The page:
Lebron spent 7 years with a crap FO in a city that cant attract any free agents. they wasted 7 years and there was nothing indicating they wouldn't waste his prime, and he left. so he didn't go to your team, cry me a river. and he didn't go to another crappy situation to validate this ******** idea you have that one superstar with his trusty sidekicks (which has happened twice in 34 years, and only because Jordan retired) is suppose to win the championship, wah wah wah.

They set out to make a mockery of the NBA and completely demolish the competition. They wanted to show "THIS is how much better we are than all of you". They were mocking the competition before they even stepped foot on the floor. And it wasn't only during the pep rally. It backfired. Dirk humbled them.

mightybosstone
08-01-2014, 10:11 AM
Someone posted earlier about parity in the 80s, which is totally ridiculous, and it got me thinking. How much parity have we have actually had in this league since the 80s. I would actually argue that we've had more parity in the league in terms of champions over the last 9 years than at any other point since the 80s. Look at these stretches:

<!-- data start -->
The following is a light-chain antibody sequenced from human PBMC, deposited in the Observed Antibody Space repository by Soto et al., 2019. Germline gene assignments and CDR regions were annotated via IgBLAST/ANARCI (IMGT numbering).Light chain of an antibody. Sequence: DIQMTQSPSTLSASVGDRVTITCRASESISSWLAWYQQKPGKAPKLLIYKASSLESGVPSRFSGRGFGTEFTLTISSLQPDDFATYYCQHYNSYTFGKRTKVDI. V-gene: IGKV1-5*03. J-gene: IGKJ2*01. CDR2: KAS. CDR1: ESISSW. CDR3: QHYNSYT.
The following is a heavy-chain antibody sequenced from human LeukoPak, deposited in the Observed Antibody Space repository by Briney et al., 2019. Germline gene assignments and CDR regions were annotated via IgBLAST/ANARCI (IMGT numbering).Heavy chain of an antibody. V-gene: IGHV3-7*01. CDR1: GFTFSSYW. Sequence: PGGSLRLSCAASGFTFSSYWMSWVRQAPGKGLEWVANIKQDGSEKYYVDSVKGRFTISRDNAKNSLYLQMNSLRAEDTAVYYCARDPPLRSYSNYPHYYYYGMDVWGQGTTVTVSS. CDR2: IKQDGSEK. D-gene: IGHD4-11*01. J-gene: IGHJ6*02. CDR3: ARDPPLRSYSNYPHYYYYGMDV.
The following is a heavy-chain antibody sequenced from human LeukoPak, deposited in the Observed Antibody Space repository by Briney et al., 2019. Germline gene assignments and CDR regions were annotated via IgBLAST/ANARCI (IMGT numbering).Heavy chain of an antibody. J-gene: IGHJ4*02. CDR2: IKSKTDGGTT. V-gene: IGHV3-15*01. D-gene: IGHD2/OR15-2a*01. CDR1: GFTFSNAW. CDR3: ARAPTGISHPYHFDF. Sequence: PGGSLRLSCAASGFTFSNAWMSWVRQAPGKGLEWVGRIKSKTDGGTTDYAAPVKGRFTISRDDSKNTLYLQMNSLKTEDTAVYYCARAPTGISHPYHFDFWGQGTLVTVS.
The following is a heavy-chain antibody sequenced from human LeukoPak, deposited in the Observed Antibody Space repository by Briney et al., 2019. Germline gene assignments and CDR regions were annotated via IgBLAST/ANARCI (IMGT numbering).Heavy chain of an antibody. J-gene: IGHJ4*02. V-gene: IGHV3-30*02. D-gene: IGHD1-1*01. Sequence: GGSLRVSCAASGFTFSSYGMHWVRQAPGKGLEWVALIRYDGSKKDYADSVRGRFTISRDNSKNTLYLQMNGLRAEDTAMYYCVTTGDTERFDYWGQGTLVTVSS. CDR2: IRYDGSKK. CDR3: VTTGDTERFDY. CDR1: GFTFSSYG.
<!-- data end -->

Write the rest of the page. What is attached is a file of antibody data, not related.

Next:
80-88: 3 teams won 9 titles (Lakers-5, Celtics-3, Sixers-1)
89-98: 3 teams won 11 titles (Bulls-6, Rockets-2, Pistons-2)
99-05: 3 teams won 7 titles (Spurs-3, Lakers-3, Pistons-1)
06-14: 5 teams won 9 titles (Heat-3, Spurs-2, Lakers-2, Celtics-1, Mavs-1)

And the crazy thing is that FEWER stacked teams have won an NBA titles in that 9-year stretch than any of the previous stretches of basketball. Let's look at the "stacked" teams that have won titles since the 80s:

80s Lakers: Magic, Kareem, Worthy
80s Celtics: Bird, McHale, Parrish
80s-90s Pistons: Thomas, Dumars, Dantley (in 89)
90s Bulls: Jordan, Pippen
95 Rockets: Olajuwon, Drexler
99 Spurs: Duncan, Robinson
00-03 Lakers: Shaq, Kobe
05, 07 Spurs: Duncan, Parker, Manu
06 Heat: Wade, Shaq
08 Celtics: KG, Pierce, Allen
09-10 Lakers: Kobe, Pau
12-13 Heat: Lebron, Wade, Bosh

Now let's take a look at the teams few people could argue as being "stacked":
94 Rockets: Hakeem with role players
03 Spurs: Duncan with role players before Manu, Parker became studs
04 Pistons: Epitome of a balanced team, only two real All-Stars on the roster, but great starting five, no "stars"